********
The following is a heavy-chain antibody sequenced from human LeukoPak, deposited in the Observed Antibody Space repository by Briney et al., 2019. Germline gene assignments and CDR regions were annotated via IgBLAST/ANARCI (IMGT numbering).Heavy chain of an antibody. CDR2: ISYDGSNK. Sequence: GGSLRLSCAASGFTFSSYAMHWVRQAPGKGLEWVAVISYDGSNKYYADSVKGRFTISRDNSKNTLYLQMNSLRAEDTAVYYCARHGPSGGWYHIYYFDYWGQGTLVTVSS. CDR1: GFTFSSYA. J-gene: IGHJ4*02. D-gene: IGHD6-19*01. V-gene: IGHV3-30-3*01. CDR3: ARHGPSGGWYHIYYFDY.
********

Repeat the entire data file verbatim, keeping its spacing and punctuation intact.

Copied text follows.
The following is a heavy-chain antibody sequenced from human LeukoPak, deposited in the Observed Antibody Space repository by Briney et al., 2019. Germline gene assignments and CDR regions were annotated via IgBLAST/ANARCI (IMGT numbering).Heavy chain of an antibody. CDR2: ISYDGSNK. Sequence: GGSLRLSCAASGFTFSSYAMHWVRQAPGKGLEWVAVISYDGSNKYYADSVKGRFTISRDNSKNTLYLQMNSLRAEDTAVYYCARHGPSGGWYHIYYFDYWGQGTLVTVSS. CDR1: GFTFSSYA. J-gene: IGHJ4*02. D-gene: IGHD6-19*01. V-gene: IGHV3-30-3*01. CDR3: ARHGPSGGWYHIYYFDY.